China’s high concentration of activity in Latin American agricultural sectors has strained water supplies and increased deforestation and greenhouse gas emissions, according to a 2015 study coordinated by the Global Economic Governance Institute at Boston University.
Some projects, such as hydroelectric projects, have sparked protests from indigenous groups in several Latin American countries
China appears to have its most positive and constructive relationship in Latin America with Uruguay, one of the smaller countries in the region.
Uruguay’s day-to-day relations with the PRC are shaped by two key figures: Chinese Ambassador to Uruguay Wang Gang and Uruguayan Ambassador to China Juan Fernando Lugris RodrÃguez.
According to Ellis, observers generally view Wang as low-key and efficient, working quietly with Uruguayan institutions, facilitating significant Chinese support for Uruguay during the COVID-19 pandemic and showing a sensitivity to the mistrust that many people in Uruguay have. to China.
Weapons for Venezuela
In recent years, China has also sold self-propelled artillery, armored vehicles, rocket launchers, helicopters and fighter jets to various countries in the Caribbean and Latin America.
As Ellis noted in Latin America and the Asian giants, a book published in 2016 on the evolution of Latin America’s ties with China and India, Venezuela offered China its first opportunity to sell sophisticated military systems to the region in 2005.
Within a few years, China then began selling weapons to Bolivia, which had previously received Chinese donations of rifles and anti-aircraft weapons, and to Ecuador – as part of a policy that seemed designed to support Venezuela and the other socialist or populist regimes of the left, which had united in an anti-American “Bolivarian Alliance of the Americas” of eight nations.
But in recent years, China’s arms sales have grown not only in these three countries, but also across the continent.
Whereas in previous decades the United States was a major arms supplier to Latin American military regimes, China now has the advantage by offering low prices for weapons with few conditions.
The law now prohibits the United States from selling weapons to a number of Latin American countries, including Venezuela.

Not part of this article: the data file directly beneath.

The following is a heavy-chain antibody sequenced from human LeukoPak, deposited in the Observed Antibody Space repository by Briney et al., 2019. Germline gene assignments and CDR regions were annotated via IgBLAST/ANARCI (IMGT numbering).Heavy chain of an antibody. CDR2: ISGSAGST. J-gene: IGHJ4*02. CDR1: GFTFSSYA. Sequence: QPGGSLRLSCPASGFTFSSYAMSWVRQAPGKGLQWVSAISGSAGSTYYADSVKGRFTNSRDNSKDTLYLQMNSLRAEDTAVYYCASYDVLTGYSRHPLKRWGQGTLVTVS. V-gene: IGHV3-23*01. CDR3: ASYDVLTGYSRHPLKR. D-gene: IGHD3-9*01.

Investments in the electricity network
Regarding arms sales to Venezuela, Ellis told RFA that “China … has effectively supplanted the Russians over the past two years as the country’s main arms supplier.”
âAnd China has often beaten its Russian competitors in Peru and elsewhere,â noted Evan Ellis a few years ago.
As an article by Allan Nixon published in 2016 in The diplomat clearly, arms sales must be seen in the context of China’s long-term goal of achieving great power status and influence.
In recent years, China has regularly deployed military forces to the South American region to conduct combat exercises and humanitarian missions.
And while the People’s Liberation Army (PLA) has yet to establish basic alliances or agreements in the hemisphere, its 2015 white paper on China’s defense strategy lists protecting its business interests. global organizations as an important mission for the People’s Liberation Army.
Today, China is trying to dominate “electrical connectivity” in Latin America, a topic covered by Evan Ellis and recently published in a Brief China on the US-based Jamestown Foundation website.
Ellis’ article published on May 21 shows how Chinese companies have become involved in the generation, transmission and distribution of electricity in the region, strengthening its position in key activities for the underlying ‘connectivity’ of the region. Latin American economies.
This approach also extends to the construction and operation of ports, roads, railways, telecommunications, e-commerce and other infrastructure.
But not everything went as planned.
A China-backed transcontinental railway intended to link Brazil on the Atlantic coast to Peru on the Pacific coast has drawn criticism for ignoring environmental concerns. It would cross sensitive ecosystems in the Amazon region.
At the same time, a transcontinental highway through Brazil has been plagued by poor construction.
According to “The World Mind,” an American university website focused on relations with Latin America, the highway project, which began in 2006, was never fully completed because parts were not structurally sound. Some sections remain damaged or impassable.
*Dan Southerland is the founding editor of RFA.